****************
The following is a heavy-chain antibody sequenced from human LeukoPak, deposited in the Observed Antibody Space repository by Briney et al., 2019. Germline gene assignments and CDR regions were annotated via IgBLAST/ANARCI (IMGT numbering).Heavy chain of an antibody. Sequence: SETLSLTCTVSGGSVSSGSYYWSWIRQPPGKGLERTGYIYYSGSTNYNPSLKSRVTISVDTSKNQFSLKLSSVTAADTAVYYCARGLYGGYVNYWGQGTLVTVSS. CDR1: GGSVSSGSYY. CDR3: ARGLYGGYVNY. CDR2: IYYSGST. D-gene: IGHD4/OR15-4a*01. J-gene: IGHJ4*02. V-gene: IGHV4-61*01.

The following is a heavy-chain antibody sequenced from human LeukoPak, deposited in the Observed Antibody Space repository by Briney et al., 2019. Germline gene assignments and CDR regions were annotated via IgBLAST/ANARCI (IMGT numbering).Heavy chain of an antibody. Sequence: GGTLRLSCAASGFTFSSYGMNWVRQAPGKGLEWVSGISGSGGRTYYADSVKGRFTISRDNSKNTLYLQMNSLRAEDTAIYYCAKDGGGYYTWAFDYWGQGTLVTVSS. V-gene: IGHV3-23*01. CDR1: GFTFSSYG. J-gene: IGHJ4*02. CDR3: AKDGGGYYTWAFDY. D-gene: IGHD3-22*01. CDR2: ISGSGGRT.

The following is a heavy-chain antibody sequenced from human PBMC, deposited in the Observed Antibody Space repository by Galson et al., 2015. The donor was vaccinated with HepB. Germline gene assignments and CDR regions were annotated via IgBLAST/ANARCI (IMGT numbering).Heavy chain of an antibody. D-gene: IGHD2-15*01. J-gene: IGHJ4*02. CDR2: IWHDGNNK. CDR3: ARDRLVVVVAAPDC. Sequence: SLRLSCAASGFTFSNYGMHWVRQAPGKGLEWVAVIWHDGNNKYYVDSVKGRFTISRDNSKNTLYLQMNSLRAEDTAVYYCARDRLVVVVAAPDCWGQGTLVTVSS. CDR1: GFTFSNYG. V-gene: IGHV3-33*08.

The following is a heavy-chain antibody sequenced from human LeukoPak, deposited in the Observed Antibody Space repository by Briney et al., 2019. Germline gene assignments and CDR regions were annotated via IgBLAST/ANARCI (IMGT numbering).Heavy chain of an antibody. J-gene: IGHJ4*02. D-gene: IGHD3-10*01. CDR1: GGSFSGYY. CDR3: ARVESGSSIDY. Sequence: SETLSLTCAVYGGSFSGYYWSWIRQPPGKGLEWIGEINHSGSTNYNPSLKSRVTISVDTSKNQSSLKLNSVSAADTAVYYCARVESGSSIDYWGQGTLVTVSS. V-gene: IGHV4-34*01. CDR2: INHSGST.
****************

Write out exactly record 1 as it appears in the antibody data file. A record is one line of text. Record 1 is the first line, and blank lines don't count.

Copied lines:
The following is a heavy-chain antibody sequenced from human LeukoPak, deposited in the Observed Antibody Space repository by Briney et al., 2019. Germline gene assignments and CDR regions were annotated via IgBLAST/ANARCI (IMGT numbering).Heavy chain of an antibody. Sequence: SETLSLTCTVSGGSVSSGSYYWSWIRQPPGKGLERTGYIYYSGSTNYNPSLKSRVTISVDTSKNQFSLKLSSVTAADTAVYYCARGLYGGYVNYWGQGTLVTVSS. CDR1: GGSVSSGSYY. CDR3: ARGLYGGYVNY. CDR2: IYYSGST. D-gene: IGHD4/OR15-4a*01. J-gene: IGHJ4*02. V-gene: IGHV4-61*01.